By Marc Jones
LONDON (Reuters) - The euro reached a five-year peak against the yen and a six-week high against the dollar on Tuesday, as focus intensified on the dwindling level of spare cash in the euro zone's banking system and the ECB's apparent lack of concern.
Stocks consolidated some of their gains of the last two days as caution also ticked-up before the Federal Reserve's meeting next week amid talk of a tentative scaling-back of its stimulus from some of its policymakers.
After a subdued day for Asian stock markets, Germany's DAX and France's CAC 40 and Britain's FTSE 100 all opened little changed to get the pan-regional FTSEurofirst 300 index off to a steady start.
Investors were poised for a busy day of data on some of the countries still struggling in the euro zone, as well as some interesting money market operations at the ECB where liquidity levels are now the tightest in two years.
Slightly weaker-than-expected French industrial production got things off to a shaky start though equivalent data from Italy was better ahead of its final third quarter GDP number later at 1000 GMT.
France's disappointing figures did little to rattle the strong euro, or the region's main bond markets as they continued to add to the minor gains of recent days.
The euro, at $1.3737, was at its highest level since late October versus the dollar and a five-year high of 142.19 yen as anticipation of further moves from Tokyo to boost growth kept the Japanese currency on the back foot.
"It is hard to say the euro will weaken unless the ECB does something," said Laurent Fransolet, an interest rate strategist at Barclays in London.
"The bar for them (to carry out quantitative easing or other types of aggressive easing measures) is quite a bit higher compared to the Fed or Bank of England."
Last week after the ECB kept rates on hold, the bank's head Mario Draghi said he was satisfied with goings-on in the money market and on Monday, one of the bank's other top policymakers Yves Mersch stressed the hurdles to further aggressive easing measures.
One factor that has been driving the euro higher is that, in sharp contrast to the Fed, the ECB's balance sheet has shrunk 8 percent this year as banks have started paying back the 1 trillion euros they took at the peak of the euro crisis.
The amount of excess ECB cash that has long kept bank-to-bank borrowing rates pinned down is now at its lowest level since late 2011.
Analysts will be watching closely to see exactly how tight things have got later when the ECB attempts to get banks to park cash with it to offset its controversial sovereign bond purchases of the past.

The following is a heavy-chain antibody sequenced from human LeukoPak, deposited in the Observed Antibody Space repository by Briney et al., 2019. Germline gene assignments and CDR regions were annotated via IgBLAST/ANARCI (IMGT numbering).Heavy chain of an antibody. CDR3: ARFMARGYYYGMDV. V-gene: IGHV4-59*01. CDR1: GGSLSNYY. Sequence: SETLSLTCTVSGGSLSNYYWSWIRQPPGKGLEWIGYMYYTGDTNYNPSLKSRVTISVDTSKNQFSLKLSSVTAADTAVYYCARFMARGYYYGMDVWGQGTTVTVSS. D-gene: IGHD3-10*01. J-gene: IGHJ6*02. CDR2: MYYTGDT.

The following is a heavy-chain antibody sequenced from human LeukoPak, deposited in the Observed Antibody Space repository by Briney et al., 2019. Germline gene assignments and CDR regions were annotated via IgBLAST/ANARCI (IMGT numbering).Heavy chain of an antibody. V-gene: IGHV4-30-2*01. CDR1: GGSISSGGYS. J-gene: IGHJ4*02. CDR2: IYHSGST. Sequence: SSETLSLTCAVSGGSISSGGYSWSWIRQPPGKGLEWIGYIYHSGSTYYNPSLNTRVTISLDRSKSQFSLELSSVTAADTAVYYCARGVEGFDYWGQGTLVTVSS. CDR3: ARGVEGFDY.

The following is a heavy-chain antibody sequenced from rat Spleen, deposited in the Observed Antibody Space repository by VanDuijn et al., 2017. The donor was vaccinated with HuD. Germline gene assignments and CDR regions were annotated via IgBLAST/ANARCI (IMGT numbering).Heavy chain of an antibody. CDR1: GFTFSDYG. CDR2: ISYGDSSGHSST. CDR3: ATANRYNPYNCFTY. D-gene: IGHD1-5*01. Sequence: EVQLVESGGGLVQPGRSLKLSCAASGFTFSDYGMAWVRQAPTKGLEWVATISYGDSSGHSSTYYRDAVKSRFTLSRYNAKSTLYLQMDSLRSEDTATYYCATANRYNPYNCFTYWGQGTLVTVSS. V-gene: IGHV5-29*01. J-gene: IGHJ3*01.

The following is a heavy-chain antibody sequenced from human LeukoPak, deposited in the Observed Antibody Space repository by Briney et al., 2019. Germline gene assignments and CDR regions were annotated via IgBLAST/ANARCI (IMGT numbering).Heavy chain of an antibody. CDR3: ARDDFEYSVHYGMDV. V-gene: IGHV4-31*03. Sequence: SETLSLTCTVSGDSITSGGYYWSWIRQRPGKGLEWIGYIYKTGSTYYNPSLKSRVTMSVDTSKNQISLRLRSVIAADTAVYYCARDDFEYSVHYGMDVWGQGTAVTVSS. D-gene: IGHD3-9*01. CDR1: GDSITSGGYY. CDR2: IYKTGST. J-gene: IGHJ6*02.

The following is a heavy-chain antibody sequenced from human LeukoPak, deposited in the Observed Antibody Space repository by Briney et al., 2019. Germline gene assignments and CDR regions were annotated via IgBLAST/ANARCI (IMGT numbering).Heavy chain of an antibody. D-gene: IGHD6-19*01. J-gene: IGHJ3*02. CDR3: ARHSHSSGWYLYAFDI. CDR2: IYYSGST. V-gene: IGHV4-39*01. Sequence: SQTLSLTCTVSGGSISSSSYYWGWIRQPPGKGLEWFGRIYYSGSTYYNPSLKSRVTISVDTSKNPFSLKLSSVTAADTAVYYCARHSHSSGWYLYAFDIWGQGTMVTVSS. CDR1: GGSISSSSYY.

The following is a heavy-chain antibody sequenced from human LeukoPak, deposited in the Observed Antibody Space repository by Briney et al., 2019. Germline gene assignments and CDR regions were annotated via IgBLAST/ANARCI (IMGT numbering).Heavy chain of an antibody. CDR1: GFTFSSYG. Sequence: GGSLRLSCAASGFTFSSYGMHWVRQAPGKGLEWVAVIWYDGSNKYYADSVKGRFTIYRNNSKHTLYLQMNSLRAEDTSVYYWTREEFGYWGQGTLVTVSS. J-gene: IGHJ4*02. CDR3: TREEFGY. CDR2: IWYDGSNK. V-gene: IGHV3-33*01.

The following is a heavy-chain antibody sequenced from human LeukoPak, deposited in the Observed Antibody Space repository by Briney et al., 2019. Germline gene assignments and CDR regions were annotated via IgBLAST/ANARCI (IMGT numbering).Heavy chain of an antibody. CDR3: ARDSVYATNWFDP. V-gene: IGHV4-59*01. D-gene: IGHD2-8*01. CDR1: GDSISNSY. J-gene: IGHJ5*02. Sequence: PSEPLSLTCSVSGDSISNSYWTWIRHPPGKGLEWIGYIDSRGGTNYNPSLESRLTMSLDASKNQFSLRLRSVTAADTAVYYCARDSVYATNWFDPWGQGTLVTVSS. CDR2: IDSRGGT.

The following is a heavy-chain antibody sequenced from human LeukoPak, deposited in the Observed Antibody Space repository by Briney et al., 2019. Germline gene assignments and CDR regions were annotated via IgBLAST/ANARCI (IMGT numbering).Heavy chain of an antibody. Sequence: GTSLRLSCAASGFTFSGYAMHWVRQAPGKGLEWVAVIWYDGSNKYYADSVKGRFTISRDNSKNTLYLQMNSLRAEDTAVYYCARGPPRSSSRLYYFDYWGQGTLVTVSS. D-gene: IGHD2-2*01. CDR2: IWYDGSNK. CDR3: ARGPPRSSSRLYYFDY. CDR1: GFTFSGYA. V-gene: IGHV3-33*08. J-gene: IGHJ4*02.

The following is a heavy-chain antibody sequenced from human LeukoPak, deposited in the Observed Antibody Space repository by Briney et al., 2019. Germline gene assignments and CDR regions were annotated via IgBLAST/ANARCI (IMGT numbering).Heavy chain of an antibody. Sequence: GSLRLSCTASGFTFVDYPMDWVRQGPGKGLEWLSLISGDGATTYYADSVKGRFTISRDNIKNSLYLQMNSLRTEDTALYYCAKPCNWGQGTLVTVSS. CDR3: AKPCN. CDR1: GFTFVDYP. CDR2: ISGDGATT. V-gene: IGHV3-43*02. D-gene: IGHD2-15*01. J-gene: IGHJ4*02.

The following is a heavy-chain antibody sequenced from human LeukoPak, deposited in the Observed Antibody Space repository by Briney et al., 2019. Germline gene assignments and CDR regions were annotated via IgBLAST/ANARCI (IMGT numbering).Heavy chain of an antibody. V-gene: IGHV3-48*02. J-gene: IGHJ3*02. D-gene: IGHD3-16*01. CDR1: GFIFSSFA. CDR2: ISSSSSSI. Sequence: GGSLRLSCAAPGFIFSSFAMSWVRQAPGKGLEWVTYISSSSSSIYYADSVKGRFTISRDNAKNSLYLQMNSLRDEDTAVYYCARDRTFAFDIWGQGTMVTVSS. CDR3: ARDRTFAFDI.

Benchmark U.S. Treasury yields were steady at 2.8243 in early European trade and Wall Street was expected to inch higher when it resumes later after the S&P 500 drifted to another record high on Monday.
In Asia, MSCI's broadest index of Asia-Pacific shares outside Japan dipped 0.1 percent, though the session's moves were small as trading was cautious before next week's U.S. Federal Reserve meeting.
The Nikkei stock average gave up 0.3 percent, pulling back from a one-week high as investors booked gains before the year-end, though Japan's benchmark was still on track for its best yearly performance since 1972.
A spate of data released by China late in the session reassured investors worried that the world's second-largest economy might be slowing. Industrial output was slightly shy of market expectations, but retail sales cheered.
"It's hard to see this causing any anxiety to the authorities or causing them to see the need for policy change," Tim Condon, economist at ING in Singapore, said about the Chinese data.
Signs of improvement in the global economy have provided fitful support to riskier assets in recent weeks as markets have been buffeted by uncertainty over the Fed's tapering timeline.
A Reuters poll showed on Monday showed it was still expected to start the process in March, but some economists now say that it might do so as early as this month.
Several Fed officials also lent credence to the idea that a tentative reduction was on the near-term horizon on Monday.
St. Louis Fed President James Bullard said the bank could slightly reduce its monthly bond purchases this month, while Dallas Federal Reserve Bank President Richard Fisher also said tapering should start next week.
On the commodities front, Brent oil was back up to $110 a barrel though U.S. crude edged up to $97.79 per barrel on expectations of a second weekly drop in U.S. crude inventories.
Spot gold hovered to $1,240 an ounce, after gaining over the last two sessions on short-covering, technical selling and some fund-buying.
Copper was steady at $7,137.25 a tonne, near a one-month high as steady consumer buying from China put a floor under prices.
(Additional reporting by Dominic Lau in Tokyo and the China Economics Team; Editing by Shri Navaratnam, Eric Meijer, Chris Gallagher and Alistair Lyon)